even if John Hiatt's mug weren't on the cover of his new album, it wouldn't take Lt. Columbo to figure out that this 10-song collection is the Indianapolis-born singer-songwriter's handiwork. On "Little Head," Hiatt shows once again that he's as American as pickup trucks and Cal Ripken Jr. -- and just as predictable. The problem is, predictable can be pretty boring.
Hiatt's 14th album, "Little Head" was recorded live in the studio with an all-star lineup calling themselves the Nashville Queens (David Immergluck on guitar, Davey Faragher on bass, Gary Ferguson on drums and Peter Holsapple on organ and piano). It's still Hiatt whose fingerprints are all over this album, but his heart is hard to find.
Since his brilliant trilogy of albums about addiction recovery and the joys of discovering family life -- 1987's "Bring the Family," 1988's "Slow Turning" and 1990's "Stolen Moments" -- Hiatt has struggled for a new direction. In 1992, he joined Ry Cooder, Nick Lowe and Jim Keltner to form Little Village, a power combo that lasted through only one self-titled album. In 1993, Hiatt played garage grunge on the guitar-powered hit "Perfectly Good Guitar." But he has yet to find that direction, and on "Little Head" he's fumbling for new ways to repackage old ideas.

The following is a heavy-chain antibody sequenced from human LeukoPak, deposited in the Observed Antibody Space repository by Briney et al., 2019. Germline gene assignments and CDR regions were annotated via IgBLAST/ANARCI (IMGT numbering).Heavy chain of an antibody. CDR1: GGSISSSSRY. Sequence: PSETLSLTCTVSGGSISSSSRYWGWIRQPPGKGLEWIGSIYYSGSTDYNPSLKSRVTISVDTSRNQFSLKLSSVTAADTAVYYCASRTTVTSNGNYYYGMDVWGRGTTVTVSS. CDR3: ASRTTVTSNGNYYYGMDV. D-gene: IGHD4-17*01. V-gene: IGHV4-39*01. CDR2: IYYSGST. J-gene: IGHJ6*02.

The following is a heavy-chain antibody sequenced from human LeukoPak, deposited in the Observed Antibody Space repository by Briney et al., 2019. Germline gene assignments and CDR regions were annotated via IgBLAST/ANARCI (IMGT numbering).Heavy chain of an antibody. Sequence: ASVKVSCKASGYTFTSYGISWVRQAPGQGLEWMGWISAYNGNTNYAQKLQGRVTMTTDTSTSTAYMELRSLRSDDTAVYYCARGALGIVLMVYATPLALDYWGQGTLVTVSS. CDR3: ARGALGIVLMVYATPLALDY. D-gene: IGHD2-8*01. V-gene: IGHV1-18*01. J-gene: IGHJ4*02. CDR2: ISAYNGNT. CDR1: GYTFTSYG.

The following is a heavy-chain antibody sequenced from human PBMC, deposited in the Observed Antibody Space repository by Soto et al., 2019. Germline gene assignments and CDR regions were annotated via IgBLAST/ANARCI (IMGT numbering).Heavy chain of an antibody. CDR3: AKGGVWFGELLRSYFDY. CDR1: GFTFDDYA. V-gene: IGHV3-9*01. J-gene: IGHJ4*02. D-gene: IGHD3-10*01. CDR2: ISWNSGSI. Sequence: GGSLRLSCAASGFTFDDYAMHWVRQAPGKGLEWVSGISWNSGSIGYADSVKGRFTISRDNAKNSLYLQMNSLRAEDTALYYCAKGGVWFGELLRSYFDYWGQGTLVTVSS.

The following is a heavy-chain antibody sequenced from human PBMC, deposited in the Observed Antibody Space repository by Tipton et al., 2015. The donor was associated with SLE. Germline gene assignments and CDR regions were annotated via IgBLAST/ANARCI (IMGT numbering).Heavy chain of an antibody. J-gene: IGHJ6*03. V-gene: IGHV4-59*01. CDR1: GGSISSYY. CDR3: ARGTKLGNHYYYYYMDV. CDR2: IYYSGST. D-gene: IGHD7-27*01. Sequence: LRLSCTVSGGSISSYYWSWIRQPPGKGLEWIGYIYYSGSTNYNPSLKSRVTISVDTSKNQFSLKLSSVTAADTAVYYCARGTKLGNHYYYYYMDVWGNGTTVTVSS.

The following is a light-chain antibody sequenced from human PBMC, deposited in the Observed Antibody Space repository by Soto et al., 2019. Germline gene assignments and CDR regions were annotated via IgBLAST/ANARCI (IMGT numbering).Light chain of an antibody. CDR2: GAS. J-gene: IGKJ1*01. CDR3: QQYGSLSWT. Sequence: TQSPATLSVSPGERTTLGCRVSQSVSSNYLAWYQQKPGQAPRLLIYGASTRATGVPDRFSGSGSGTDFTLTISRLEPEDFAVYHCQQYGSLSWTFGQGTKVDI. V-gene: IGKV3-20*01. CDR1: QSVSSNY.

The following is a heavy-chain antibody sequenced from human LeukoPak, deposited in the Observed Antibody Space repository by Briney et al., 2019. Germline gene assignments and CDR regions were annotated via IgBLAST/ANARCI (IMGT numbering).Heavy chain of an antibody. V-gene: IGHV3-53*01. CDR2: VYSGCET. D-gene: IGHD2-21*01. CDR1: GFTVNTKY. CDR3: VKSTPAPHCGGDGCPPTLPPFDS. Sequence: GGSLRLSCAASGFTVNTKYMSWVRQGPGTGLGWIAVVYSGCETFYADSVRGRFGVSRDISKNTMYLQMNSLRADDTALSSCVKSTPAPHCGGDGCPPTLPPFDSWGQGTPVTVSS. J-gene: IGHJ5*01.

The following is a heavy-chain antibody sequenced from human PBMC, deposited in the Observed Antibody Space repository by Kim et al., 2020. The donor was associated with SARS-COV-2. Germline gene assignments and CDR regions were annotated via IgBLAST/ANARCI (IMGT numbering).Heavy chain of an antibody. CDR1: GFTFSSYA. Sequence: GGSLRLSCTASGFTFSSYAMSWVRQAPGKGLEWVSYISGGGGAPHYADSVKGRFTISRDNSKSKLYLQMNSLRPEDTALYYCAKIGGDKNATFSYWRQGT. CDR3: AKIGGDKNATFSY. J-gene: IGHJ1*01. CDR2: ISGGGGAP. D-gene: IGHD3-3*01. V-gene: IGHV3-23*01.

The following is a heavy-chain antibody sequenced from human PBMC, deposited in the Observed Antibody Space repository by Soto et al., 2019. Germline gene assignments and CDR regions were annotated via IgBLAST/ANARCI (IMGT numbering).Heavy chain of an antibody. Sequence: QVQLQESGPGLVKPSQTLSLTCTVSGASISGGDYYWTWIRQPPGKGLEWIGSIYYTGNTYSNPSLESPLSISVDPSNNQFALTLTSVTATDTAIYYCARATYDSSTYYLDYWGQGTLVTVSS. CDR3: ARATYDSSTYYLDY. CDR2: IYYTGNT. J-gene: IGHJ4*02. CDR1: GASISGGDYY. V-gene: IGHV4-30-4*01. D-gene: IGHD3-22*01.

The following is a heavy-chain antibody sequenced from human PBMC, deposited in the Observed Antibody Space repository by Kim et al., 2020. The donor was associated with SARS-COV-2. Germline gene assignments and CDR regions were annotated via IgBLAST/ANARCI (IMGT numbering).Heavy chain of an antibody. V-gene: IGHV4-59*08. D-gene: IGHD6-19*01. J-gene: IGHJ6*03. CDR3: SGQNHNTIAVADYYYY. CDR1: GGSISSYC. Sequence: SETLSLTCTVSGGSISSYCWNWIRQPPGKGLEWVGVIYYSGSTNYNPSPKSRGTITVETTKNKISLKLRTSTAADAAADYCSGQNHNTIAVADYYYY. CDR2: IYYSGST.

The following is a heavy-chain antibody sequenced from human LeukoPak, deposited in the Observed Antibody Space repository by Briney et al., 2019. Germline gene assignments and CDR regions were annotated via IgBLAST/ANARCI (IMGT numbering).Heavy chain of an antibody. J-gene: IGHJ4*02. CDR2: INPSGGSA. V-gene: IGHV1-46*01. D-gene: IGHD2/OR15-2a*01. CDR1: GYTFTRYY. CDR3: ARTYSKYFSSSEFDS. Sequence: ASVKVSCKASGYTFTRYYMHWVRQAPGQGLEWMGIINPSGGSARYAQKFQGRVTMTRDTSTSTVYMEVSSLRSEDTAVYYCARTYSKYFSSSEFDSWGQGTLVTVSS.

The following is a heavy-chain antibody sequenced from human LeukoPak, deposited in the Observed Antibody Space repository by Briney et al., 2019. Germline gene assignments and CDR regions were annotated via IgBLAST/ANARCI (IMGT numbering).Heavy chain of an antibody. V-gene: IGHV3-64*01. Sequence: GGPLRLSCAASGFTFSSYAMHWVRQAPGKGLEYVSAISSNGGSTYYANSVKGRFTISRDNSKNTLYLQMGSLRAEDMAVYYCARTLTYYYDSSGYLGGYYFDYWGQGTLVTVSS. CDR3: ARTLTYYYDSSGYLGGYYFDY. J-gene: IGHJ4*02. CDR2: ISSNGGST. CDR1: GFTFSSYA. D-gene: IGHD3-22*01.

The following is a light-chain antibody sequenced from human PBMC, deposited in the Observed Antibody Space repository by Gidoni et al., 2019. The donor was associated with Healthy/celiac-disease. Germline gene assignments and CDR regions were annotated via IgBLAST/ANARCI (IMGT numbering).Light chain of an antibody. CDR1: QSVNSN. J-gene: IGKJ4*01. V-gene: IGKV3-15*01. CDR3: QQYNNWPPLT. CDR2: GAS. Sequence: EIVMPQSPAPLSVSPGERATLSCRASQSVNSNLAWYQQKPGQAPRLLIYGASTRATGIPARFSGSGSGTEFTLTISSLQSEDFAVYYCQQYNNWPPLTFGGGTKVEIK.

Still, there are some great musical moments here: the opening organ on "Woman Sawed in Half," the brief guitar solo on "Runaway," the Tower of Power-like horns on "Sure Pinocchio." But for the most part, Hiatt and the Nashville Queens offer nothing flashy, preferring instead to play solid American roots rock. That's no crime -- it's just that you get the feeling you've heard all of this before on one Hiatt album or another.
The album opens with the title track, a bluesy dick-joke ditty (about, of course, the little head doing all of the thinking) reminiscent of the playful sexual innuendo of Little Village's "Solar Sex Panel." Next is "Pirate Radio," the obligatory ain't-rock-'n'-roll-grand-when-we're-driving-down-the-highway anthem. It's a giddy hybrid of Memphis and Motown, "Rock 'n' Roll Music" and "Long Live Rock." There are also a couple of standard Hiatt heartbreakers about lost love, "Runaway" and "Far As We Go."
What little excitement "Little Head" holds is found in Hiatt's acerbic lyrics. On "Sure Pinocchio," he sings, "You put me in a box/like God and his uncle/Smellin' like old gym socks/lookin' like Artie Garfunkel." Even if you can't figure out what he means, it sure sounds funny. He goes for laughs again on the bridge to the upbeat rocker "Feelin' Again" as he and his backup singers croon, "Whoa-ooo, feelings, whoa-ooo feelings ..." mocking in a new way the most mocked song in pop music history. Like Elvis Costello, to whom he was often compared early in his career, Hiatt is more of a phrase-maker than a writer of complete songs. Unfortunately, these phrases are mere splashes of color in what's an otherwise strangely lifeless album.